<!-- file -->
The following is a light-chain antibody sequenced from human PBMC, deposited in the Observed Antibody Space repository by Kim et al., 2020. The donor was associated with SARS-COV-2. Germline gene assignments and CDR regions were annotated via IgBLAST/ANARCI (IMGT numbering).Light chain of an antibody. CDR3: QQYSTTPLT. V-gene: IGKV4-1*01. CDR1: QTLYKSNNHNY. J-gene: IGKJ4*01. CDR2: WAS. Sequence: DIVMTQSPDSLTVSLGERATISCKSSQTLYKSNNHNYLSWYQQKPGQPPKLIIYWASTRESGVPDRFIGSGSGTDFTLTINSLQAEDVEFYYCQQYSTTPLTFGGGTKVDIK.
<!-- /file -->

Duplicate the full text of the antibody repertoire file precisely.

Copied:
The following is a light-chain antibody sequenced from human PBMC, deposited in the Observed Antibody Space repository by Kim et al., 2020. The donor was associated with SARS-COV-2. Germline gene assignments and CDR regions were annotated via IgBLAST/ANARCI (IMGT numbering).Light chain of an antibody. CDR3: QQYSTTPLT. V-gene: IGKV4-1*01. CDR1: QTLYKSNNHNY. J-gene: IGKJ4*01. CDR2: WAS. Sequence: DIVMTQSPDSLTVSLGERATISCKSSQTLYKSNNHNYLSWYQQKPGQPPKLIIYWASTRESGVPDRFIGSGSGTDFTLTINSLQAEDVEFYYCQQYSTTPLTFGGGTKVDIK.